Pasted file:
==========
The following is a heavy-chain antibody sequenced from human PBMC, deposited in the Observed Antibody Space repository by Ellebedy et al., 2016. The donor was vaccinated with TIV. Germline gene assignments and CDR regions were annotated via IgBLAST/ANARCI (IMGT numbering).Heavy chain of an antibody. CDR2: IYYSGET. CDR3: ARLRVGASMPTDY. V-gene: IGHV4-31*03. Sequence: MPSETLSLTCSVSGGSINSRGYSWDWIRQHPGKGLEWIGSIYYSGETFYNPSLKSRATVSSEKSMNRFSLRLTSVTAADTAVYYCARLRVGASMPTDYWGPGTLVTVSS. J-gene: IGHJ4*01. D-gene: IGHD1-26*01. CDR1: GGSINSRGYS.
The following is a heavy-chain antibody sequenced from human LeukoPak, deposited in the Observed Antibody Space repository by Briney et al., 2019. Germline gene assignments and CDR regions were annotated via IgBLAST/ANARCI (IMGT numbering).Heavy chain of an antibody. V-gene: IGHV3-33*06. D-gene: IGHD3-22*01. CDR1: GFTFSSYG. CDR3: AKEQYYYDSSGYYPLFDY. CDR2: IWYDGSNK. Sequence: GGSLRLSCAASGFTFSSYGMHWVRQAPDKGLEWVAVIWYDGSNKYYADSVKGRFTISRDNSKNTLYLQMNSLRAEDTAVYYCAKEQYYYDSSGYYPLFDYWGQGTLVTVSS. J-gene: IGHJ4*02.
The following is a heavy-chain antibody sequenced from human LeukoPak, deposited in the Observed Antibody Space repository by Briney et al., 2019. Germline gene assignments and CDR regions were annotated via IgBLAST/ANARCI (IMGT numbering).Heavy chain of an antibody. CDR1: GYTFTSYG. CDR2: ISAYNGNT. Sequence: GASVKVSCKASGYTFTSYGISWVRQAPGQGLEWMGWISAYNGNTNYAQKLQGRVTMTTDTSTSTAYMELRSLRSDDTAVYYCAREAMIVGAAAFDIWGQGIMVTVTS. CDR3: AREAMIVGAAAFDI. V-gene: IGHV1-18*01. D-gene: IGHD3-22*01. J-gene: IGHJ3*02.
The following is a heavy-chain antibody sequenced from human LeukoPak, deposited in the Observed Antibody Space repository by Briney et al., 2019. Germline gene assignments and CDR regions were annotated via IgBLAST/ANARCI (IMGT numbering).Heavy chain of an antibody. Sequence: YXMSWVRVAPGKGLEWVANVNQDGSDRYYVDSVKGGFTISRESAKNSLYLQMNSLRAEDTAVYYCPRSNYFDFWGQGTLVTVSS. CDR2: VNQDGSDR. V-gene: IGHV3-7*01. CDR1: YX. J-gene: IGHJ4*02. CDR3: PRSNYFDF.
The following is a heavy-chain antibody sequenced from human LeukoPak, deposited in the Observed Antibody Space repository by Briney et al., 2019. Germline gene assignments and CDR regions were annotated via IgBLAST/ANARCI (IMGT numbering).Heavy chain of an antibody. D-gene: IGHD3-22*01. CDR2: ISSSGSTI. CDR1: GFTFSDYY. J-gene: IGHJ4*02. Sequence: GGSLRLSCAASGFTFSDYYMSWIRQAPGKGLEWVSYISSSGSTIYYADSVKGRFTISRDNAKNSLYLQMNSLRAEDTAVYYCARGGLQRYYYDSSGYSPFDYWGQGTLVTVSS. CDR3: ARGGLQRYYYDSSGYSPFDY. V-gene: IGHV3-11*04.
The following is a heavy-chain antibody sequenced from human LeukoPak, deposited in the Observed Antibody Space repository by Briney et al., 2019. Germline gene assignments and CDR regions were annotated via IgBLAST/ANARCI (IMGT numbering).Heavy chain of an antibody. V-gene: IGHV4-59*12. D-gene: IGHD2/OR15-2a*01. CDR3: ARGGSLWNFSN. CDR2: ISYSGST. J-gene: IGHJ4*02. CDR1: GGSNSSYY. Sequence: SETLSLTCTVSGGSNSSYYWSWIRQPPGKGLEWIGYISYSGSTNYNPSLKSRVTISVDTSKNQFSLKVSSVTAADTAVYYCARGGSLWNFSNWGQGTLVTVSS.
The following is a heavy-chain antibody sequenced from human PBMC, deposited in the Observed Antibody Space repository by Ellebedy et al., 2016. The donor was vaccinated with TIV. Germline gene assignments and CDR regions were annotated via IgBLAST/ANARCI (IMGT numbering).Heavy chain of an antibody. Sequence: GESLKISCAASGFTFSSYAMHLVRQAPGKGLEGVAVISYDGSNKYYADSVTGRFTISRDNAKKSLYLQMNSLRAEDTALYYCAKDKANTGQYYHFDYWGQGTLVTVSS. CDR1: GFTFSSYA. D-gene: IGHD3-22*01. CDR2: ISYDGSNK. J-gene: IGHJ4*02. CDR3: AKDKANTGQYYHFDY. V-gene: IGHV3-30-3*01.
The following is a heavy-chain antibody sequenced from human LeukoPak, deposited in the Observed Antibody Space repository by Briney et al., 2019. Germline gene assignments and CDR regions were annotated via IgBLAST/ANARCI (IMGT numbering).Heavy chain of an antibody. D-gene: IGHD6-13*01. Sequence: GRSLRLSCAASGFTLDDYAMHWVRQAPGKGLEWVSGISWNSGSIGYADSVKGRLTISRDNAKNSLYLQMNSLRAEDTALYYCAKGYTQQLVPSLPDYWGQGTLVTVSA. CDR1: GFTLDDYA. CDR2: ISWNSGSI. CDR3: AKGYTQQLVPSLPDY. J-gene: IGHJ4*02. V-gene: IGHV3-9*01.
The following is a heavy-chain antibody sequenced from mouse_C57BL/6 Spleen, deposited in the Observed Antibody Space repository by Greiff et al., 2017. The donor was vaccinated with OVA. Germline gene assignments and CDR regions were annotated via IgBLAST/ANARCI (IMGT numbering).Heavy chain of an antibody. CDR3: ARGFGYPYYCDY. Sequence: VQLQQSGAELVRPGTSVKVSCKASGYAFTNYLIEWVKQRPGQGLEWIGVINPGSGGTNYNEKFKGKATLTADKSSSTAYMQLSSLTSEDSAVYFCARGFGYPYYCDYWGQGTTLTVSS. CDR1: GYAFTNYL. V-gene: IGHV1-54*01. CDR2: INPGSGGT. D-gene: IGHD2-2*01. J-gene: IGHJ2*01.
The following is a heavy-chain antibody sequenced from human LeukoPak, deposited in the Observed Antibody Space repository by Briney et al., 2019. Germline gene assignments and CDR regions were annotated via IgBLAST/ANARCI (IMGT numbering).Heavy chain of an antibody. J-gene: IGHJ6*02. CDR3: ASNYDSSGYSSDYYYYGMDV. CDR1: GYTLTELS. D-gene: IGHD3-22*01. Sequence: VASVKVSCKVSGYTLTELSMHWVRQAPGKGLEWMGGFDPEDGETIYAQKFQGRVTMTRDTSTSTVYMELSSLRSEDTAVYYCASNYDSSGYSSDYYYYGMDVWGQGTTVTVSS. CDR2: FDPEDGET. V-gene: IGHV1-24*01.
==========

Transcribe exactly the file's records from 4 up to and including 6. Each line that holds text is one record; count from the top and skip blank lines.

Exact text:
The following is a heavy-chain antibody sequenced from human LeukoPak, deposited in the Observed Antibody Space repository by Briney et al., 2019. Germline gene assignments and CDR regions were annotated via IgBLAST/ANARCI (IMGT numbering).Heavy chain of an antibody. Sequence: YXMSWVRVAPGKGLEWVANVNQDGSDRYYVDSVKGGFTISRESAKNSLYLQMNSLRAEDTAVYYCPRSNYFDFWGQGTLVTVSS. CDR2: VNQDGSDR. V-gene: IGHV3-7*01. CDR1: YX. J-gene: IGHJ4*02. CDR3: PRSNYFDF.
The following is a heavy-chain antibody sequenced from human LeukoPak, deposited in the Observed Antibody Space repository by Briney et al., 2019. Germline gene assignments and CDR regions were annotated via IgBLAST/ANARCI (IMGT numbering).Heavy chain of an antibody. D-gene: IGHD3-22*01. CDR2: ISSSGSTI. CDR1: GFTFSDYY. J-gene: IGHJ4*02. Sequence: GGSLRLSCAASGFTFSDYYMSWIRQAPGKGLEWVSYISSSGSTIYYADSVKGRFTISRDNAKNSLYLQMNSLRAEDTAVYYCARGGLQRYYYDSSGYSPFDYWGQGTLVTVSS. CDR3: ARGGLQRYYYDSSGYSPFDY. V-gene: IGHV3-11*04.
The following is a heavy-chain antibody sequenced from human LeukoPak, deposited in the Observed Antibody Space repository by Briney et al., 2019. Germline gene assignments and CDR regions were annotated via IgBLAST/ANARCI (IMGT numbering).Heavy chain of an antibody. V-gene: IGHV4-59*12. D-gene: IGHD2/OR15-2a*01. CDR3: ARGGSLWNFSN. CDR2: ISYSGST. J-gene: IGHJ4*02. CDR1: GGSNSSYY. Sequence: SETLSLTCTVSGGSNSSYYWSWIRQPPGKGLEWIGYISYSGSTNYNPSLKSRVTISVDTSKNQFSLKVSSVTAADTAVYYCARGGSLWNFSNWGQGTLVTVSS.